KETR

Peter Overby

President Trump has never been shy about promoting his businesses.

Even at a press conference after the racially tinged violence in Charlottesville, Va., he paused for a product placement:

"Charlottesville is a great place that's been very badly hurt over the last couple of days. I own, I own actually one of the largest wineries in the United States. It's in Charlottesville."

The Federal Election Commission is moving to improve disclosure of the money behind Internet and digital ads, as the shadow of Russian-funded social media ads in last year's presidential race hangs over the agency.

"We can't, obviously, take over the role of the Justice Department or of Congress," Democratic Commissioner Ellen Weintraub told other commissioners Thursday, "but I do think that we could do this little piece."

Washington used to operate one scandal at a time.

Not anymore. Here are just some of the scandals currently brewing:

  • The indictment of President Trump's former campaign chairman Paul Manafort and his business partner, Rick Gates, in special counsel Robert Mueller's investigation of possible ties between the 2016 Trump campaign and Russia.

Copyright 2017 NPR. To see more, visit http://www.npr.org/.

In a legal settlement that still awaits a federal judge's approval, the IRS "expresses its sincere apology" for mistreating a conservative organization called Linchpins of Liberty — along with 40 other conservative groups — in their applications for tax-exempt status.

And in a second case, NorCal Tea Party Patriots and 427 other groups suing the IRS also reached a "substantial financial settlement" with the government.

If there's one thing President Trump's critics want from him, and he refuses to give up, it's his tax returns.

The returns didn't come up during Wednesday's hearing in U.S. District Court for the Southern District of New York in Manhattan. But the hearing was the first step in a process that could loosen Trump's grip on them.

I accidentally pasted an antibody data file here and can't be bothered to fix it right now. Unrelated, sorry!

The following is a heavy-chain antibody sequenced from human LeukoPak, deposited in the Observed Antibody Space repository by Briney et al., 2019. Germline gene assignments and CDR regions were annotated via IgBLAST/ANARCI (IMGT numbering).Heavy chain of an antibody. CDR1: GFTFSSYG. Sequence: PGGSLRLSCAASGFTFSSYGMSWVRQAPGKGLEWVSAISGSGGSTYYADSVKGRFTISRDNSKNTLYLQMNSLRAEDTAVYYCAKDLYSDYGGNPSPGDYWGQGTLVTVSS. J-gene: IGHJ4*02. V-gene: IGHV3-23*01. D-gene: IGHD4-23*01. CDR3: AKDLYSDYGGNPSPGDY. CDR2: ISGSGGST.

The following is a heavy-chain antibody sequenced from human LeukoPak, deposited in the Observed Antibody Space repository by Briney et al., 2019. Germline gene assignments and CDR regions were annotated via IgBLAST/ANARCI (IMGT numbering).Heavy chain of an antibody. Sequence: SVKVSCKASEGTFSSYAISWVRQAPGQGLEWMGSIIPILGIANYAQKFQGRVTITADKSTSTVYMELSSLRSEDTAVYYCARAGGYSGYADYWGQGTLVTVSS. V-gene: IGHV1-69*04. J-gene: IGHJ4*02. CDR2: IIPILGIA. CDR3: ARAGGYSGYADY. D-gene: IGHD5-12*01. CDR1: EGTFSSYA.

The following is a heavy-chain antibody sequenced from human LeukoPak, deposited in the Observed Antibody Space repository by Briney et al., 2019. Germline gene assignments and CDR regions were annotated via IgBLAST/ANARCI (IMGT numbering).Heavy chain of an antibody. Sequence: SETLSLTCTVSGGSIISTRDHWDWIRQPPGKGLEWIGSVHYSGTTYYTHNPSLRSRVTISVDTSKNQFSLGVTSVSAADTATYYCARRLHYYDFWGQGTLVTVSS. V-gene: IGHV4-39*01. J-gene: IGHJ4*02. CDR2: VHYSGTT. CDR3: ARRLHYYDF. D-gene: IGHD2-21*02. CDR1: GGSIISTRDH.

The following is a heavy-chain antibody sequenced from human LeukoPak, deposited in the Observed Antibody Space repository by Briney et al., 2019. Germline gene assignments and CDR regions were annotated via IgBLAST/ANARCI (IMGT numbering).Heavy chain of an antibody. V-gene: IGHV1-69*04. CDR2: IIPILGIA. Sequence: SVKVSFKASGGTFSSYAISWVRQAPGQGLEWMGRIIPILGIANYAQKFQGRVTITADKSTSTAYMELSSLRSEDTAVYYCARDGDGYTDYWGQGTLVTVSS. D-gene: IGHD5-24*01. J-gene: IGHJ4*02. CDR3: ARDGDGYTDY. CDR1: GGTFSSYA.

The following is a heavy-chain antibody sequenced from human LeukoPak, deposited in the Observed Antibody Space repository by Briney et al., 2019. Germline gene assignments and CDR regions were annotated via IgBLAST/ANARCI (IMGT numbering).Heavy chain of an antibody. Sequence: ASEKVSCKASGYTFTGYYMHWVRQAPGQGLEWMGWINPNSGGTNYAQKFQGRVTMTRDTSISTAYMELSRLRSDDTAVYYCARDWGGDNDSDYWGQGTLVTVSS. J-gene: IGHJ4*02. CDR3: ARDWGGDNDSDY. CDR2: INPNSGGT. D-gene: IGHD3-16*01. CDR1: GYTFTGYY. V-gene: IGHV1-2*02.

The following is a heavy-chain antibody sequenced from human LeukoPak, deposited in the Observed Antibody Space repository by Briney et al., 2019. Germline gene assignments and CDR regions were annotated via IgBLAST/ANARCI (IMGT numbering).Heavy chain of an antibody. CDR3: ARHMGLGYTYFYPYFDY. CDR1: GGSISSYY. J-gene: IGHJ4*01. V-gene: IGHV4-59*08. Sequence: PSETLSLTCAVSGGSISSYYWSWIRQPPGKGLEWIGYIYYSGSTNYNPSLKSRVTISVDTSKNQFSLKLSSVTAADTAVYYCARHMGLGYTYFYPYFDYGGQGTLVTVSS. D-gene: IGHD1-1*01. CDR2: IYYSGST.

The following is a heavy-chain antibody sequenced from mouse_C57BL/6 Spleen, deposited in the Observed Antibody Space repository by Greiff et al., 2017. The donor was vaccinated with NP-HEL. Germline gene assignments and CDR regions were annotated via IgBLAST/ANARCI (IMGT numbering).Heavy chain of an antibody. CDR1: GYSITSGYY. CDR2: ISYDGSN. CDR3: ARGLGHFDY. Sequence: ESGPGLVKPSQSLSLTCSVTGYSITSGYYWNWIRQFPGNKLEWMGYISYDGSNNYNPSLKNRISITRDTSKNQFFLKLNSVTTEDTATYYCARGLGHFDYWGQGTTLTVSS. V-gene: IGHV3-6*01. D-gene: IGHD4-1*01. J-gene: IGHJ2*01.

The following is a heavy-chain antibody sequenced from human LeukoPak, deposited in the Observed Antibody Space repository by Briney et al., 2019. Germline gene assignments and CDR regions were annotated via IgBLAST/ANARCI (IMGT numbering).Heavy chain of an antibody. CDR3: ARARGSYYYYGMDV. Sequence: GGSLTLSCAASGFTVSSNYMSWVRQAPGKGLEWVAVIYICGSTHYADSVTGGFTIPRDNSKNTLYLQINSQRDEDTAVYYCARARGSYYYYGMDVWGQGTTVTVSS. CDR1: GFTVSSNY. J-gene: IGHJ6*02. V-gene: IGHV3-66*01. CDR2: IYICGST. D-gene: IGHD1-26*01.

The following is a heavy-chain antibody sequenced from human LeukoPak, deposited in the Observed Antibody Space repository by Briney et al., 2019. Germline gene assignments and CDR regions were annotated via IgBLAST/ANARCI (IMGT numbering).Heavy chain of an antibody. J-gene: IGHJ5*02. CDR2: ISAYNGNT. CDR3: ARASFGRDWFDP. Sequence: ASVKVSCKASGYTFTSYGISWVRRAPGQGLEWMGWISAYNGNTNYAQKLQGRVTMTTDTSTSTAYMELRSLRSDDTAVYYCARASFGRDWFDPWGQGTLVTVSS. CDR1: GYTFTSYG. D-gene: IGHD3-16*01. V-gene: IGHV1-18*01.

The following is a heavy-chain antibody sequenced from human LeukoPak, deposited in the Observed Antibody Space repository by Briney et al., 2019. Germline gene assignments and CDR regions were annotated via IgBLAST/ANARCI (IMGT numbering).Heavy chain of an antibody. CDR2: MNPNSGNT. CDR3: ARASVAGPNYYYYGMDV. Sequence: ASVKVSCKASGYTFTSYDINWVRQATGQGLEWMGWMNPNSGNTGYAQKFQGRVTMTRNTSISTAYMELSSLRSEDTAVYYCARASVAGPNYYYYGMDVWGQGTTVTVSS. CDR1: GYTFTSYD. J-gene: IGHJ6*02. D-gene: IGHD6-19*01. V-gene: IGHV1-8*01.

If the next step goes the plaintiffs' way, the case could make the president's tax returns surface.

Copyright 2018 NPR. To see more, visit http://www.npr.org/.

ARI SHAPIRO, HOST:

On Wednesday morning, a federal judge in Manhattan will hear preliminary arguments in a case that claims President Trump is violating the Constitution's ban on accepting foreign payments, or emoluments.

Updated at 3:20 p.m. ET

As Democratic pols jettison their old contributions from Harvey Weinstein, the former entertainment executive embroiled in multiple allegations of sexual harassment and sexual misconduct, his cash is not likely to leave a big hole in party coffers.

Mar-a-Lago, President Trump's private club and winter White House in Palm Beach, Fla., is a casual place. And so, it seems, are any official records of those who visit him there.

Copyright 2018 NPR. To see more, visit http://www.npr.org/.

ROBERT SIEGEL, HOST:

Ever since Hurricane Maria slammed into Puerto Rico last month, President Trump has been pointing out the commonwealth's "massive debt," as he has put it.

And then on Tuesday on Fox News, he warned Puerto Rico's investors that "you can say goodbye" to the debt issued by the battered U.S. territory.

It wasn't clear exactly what Trump meant by that. But the president's views on Puerto Rico's troubles may have been informed by his own experiences there. Not long ago, he himself ended up on the wrong side of a bet on Puerto Rico's financial health.

These are tough times for Washington's roughly 400 think tanks — the policy factories where scholars get paid to study issues and give politicians advice. Powerful external forces are reshaping the industry.

One current example is the left-leaning New America Foundation, founded in 1999. It works on public policies for the digital age. Last month it landed in the think tank industry's latest money controversy.

The federal ethics agency may be opening the door for anonymous donors to pay legal fees for White House staffers.

It could happen just as special counsel Robert Mueller draws closer to the White House in his investigation of Russian interference in the 2016 election and possible collusion with Trump campaign.

Several conservative and pro-Trump groups are said to be considering creating such funds to help White House staffers who may be interviewed by investigators, but who can't afford Washington's high-priced ethics lawyers.

A watchdog group wants the feds to investigate some of the estimated 3,300 Russian-backed ads that appeared on Facebook during the 2016 presidential campaign.

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